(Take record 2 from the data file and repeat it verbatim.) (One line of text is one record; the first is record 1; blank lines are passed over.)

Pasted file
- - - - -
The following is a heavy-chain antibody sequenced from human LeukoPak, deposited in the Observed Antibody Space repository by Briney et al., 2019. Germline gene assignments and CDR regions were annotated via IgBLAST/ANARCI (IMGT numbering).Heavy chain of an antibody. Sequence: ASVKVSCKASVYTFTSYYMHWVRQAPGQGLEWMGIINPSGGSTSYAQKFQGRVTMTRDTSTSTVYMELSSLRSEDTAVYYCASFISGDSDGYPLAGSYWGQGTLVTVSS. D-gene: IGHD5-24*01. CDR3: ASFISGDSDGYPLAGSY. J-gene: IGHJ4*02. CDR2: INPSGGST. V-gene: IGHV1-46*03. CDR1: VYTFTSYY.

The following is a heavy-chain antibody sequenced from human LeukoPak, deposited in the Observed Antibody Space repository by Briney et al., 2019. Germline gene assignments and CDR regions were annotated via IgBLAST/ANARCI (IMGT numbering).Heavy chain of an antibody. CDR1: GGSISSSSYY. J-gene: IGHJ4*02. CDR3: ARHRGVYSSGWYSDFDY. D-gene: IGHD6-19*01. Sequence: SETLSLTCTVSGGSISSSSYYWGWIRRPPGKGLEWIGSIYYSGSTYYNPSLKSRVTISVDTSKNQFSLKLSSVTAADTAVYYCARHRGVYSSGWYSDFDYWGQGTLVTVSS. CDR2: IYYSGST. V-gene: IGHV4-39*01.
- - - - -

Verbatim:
The following is a heavy-chain antibody sequenced from human LeukoPak, deposited in the Observed Antibody Space repository by Briney et al., 2019. Germline gene assignments and CDR regions were annotated via IgBLAST/ANARCI (IMGT numbering).Heavy chain of an antibody. CDR1: GGSISSSSYY. J-gene: IGHJ4*02. CDR3: ARHRGVYSSGWYSDFDY. D-gene: IGHD6-19*01. Sequence: SETLSLTCTVSGGSISSSSYYWGWIRRPPGKGLEWIGSIYYSGSTYYNPSLKSRVTISVDTSKNQFSLKLSSVTAADTAVYYCARHRGVYSSGWYSDFDYWGQGTLVTVSS. CDR2: IYYSGST. V-gene: IGHV4-39*01.